Mrs Gillan told the Committee that the decisions that had been taken on routeing, leading to HS2 cutting through the AONB and her constituency rather than using a route that was “far less damaging environmentally”, such as the M1 corridor, were “rushed and driven by [operating] speed”. She said that she had been told that “it has to go through (sic) straight through your constituency because of speed”.

On the proposals that have been aired to “streamline” the process of hearing the large number of petitions deposited by her constituents, Mrs Gillan appeared to issue a challenge to the Committee, noting that “every petitioner has paid their £20”. She commented that “although it may be good to try and get those petitioners gathered together, they paid their £20 because they want to have their voice heard”.

On hearing this, Sir Peter Bottomley appeared to make a thinly veiled threat that the Committee, faced with a situation of having to hear a large number of petitioners, might extend its hours; he referred, semi-jokingly I think, that petitioners might “find it is 4.00 in the morning” that they are scheduled to be heard. Mrs Gillan retorted that, if this was the case, her constituents would “be here at 4.00 in the morning, I can assure you”.

Early signs that there could well be a confrontation on this point in the near future came from the Promoter’s Lead Counsel, Tim Mould QC, who commented that the “main promoters [of the tunnel proposals]” would appear during “a relatively short set of hearings” which he thought would take place over the course of about two weeks. He expressed the opinion that this would mean that the Committee “will have heard all the key points that it needs to hear in order to form a pretty clear view as to whether something needs to be done to change [the HS2 design]” and that “there’s room for some optimism about how long the substance of these arguments is likely to take”. In other words, it is Mr Mould’s view is that there is no need to delay the Committee’s proceedings to allow all petitioners to have their say.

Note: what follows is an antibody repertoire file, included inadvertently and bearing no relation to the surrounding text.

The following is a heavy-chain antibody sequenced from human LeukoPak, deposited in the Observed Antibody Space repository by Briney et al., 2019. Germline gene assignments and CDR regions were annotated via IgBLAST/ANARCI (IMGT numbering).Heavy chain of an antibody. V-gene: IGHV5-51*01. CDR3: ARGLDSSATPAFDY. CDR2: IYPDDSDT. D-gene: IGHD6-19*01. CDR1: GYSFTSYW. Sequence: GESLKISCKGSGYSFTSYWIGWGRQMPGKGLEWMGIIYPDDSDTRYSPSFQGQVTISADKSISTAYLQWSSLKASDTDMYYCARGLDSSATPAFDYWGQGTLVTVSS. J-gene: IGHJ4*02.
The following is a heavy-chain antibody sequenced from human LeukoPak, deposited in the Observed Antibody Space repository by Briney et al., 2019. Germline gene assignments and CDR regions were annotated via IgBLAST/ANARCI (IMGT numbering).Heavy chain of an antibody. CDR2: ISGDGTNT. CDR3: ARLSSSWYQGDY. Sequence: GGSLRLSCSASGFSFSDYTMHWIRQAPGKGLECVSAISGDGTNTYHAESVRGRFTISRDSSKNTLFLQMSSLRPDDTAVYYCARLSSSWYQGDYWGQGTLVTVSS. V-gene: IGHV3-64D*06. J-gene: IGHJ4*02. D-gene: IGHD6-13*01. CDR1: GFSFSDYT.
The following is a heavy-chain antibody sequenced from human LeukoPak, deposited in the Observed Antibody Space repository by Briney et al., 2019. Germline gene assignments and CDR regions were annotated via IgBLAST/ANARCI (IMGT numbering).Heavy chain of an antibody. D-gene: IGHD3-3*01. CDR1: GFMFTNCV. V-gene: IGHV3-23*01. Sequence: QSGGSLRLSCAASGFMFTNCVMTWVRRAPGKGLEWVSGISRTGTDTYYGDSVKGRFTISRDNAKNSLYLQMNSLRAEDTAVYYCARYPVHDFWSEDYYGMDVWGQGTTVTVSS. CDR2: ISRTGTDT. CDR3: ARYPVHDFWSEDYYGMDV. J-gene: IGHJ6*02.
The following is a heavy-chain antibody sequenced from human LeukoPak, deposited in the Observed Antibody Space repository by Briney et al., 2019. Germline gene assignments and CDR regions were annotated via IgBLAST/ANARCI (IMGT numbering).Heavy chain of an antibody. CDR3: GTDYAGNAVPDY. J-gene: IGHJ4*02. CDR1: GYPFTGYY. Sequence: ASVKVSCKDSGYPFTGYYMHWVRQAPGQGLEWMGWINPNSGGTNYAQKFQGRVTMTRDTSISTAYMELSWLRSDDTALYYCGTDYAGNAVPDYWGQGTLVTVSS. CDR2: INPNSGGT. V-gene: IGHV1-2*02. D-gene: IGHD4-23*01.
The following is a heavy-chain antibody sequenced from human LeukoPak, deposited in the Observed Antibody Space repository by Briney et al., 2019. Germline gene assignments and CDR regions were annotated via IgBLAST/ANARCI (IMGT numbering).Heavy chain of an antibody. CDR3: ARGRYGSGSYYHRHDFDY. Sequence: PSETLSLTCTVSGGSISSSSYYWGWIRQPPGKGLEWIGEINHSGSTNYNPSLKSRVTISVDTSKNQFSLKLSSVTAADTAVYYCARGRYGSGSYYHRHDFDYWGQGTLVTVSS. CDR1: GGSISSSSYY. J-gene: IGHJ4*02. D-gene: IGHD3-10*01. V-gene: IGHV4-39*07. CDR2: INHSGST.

Mrs Gillan appeared to place undue reliance in her quest for a fair outcome from the Committee’s deliberations on two weapons in her armoury. The first of these was to promise that the Members would “have a good lunch” when they visited Amersham. The second was a letter that she had received from the Prime Minister that contained his assurance that “the government remains committed to listening to the views of all those affected by the scheme”. Well, I guess that words are cheap; is there anybody who genuinely believes that the Government is really listening to petitioners?


  1. Mrs Gillan’s presentation was made at the start of the afternoon session of the HS2 Select Committee held on Wednesday 17thJune 2015, and is recorded, together with a short subsequent discussion, in paragraphs 2 to 87 of the transcript. It occupies the first three-quarters of an hour of the video of the session. At the time of posting, the accompanying exhibits had not been e-published.
  2. See my blogs Unfinished business, part 2 (posted 26 May 2015) and Unfinished business, part 3 (posted 30 May 2015).

Important Note: The record of the proceedings of the HS2 Select Committee from which the quotes reproduced in this blog are taken is an uncorrected transcript of evidence, which are not yet an approved formal record. Neither witnesses nor Members have had the opportunity to correct the record in such instances, and it may therefore be subject to changes being made in the light of any such corrections being requested.